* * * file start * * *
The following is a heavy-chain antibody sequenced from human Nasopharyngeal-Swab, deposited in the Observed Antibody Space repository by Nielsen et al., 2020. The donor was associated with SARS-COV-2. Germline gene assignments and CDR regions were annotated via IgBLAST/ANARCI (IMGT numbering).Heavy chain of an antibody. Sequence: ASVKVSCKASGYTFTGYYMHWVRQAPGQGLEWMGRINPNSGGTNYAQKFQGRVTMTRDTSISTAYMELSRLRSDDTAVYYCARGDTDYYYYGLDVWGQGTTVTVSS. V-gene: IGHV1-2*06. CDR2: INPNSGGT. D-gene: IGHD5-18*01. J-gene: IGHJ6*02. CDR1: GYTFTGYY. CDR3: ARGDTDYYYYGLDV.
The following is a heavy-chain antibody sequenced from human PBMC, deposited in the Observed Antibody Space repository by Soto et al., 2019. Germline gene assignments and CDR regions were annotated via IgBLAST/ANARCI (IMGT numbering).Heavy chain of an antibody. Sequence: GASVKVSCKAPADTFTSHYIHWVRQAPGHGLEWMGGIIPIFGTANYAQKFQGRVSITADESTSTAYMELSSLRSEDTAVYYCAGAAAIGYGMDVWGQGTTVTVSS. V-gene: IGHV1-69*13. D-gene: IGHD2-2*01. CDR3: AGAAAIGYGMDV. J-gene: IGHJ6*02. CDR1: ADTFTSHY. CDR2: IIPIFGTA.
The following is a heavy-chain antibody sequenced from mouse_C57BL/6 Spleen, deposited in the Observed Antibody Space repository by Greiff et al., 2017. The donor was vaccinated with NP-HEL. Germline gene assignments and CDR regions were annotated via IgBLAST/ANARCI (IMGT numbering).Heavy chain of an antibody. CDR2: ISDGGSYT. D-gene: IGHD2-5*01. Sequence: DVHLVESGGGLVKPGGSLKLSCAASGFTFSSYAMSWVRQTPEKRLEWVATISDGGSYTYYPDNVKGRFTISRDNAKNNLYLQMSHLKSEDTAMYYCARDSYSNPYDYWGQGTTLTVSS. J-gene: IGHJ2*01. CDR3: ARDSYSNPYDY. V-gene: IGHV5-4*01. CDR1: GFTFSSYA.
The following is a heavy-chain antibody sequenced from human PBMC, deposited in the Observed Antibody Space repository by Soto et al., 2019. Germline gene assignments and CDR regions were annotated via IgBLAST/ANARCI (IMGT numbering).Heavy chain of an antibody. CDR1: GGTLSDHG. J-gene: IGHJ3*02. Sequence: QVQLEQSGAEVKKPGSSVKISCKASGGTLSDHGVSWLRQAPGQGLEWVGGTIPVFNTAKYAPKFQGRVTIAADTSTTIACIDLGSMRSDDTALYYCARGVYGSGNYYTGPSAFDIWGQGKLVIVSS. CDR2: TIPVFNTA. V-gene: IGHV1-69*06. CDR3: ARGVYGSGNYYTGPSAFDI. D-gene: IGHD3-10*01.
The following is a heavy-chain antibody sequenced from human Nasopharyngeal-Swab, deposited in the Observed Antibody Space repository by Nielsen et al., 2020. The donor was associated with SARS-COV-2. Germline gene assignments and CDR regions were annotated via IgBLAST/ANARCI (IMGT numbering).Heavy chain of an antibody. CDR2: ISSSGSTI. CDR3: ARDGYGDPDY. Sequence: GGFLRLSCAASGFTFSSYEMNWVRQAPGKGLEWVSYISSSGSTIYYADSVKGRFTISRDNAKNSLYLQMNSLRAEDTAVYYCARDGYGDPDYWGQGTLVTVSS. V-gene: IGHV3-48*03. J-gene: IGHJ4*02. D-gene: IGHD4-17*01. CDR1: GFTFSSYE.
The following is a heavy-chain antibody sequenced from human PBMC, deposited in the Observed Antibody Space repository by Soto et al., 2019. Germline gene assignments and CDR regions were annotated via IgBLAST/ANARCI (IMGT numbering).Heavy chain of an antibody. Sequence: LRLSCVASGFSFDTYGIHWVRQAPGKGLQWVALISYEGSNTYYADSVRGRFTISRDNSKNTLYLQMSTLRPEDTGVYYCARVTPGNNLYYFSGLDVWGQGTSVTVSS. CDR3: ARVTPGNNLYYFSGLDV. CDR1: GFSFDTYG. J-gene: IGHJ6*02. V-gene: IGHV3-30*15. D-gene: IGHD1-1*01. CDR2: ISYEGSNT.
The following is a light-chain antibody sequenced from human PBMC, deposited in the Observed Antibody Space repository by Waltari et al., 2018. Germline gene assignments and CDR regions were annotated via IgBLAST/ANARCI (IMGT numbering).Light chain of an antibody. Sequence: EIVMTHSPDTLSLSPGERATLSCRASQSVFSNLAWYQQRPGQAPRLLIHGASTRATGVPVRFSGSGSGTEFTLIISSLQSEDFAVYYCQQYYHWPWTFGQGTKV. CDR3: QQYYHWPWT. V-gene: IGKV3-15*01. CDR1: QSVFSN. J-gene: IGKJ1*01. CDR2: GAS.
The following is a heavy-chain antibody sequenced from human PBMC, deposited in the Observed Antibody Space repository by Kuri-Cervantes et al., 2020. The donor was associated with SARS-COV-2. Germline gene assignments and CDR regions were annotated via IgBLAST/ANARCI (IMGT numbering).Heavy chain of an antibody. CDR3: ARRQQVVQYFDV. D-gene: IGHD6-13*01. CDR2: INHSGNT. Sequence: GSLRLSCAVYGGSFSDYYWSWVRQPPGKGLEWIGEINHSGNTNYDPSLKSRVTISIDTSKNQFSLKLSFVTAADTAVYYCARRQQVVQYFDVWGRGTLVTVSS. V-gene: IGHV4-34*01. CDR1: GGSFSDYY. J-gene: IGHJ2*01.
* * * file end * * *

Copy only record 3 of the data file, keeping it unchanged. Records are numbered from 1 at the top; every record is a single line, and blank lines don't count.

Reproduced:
The following is a heavy-chain antibody sequenced from mouse_C57BL/6 Spleen, deposited in the Observed Antibody Space repository by Greiff et al., 2017. The donor was vaccinated with NP-HEL. Germline gene assignments and CDR regions were annotated via IgBLAST/ANARCI (IMGT numbering).Heavy chain of an antibody. CDR2: ISDGGSYT. D-gene: IGHD2-5*01. Sequence: DVHLVESGGGLVKPGGSLKLSCAASGFTFSSYAMSWVRQTPEKRLEWVATISDGGSYTYYPDNVKGRFTISRDNAKNNLYLQMSHLKSEDTAMYYCARDSYSNPYDYWGQGTTLTVSS. J-gene: IGHJ2*01. CDR3: ARDSYSNPYDY. V-gene: IGHV5-4*01. CDR1: GFTFSSYA.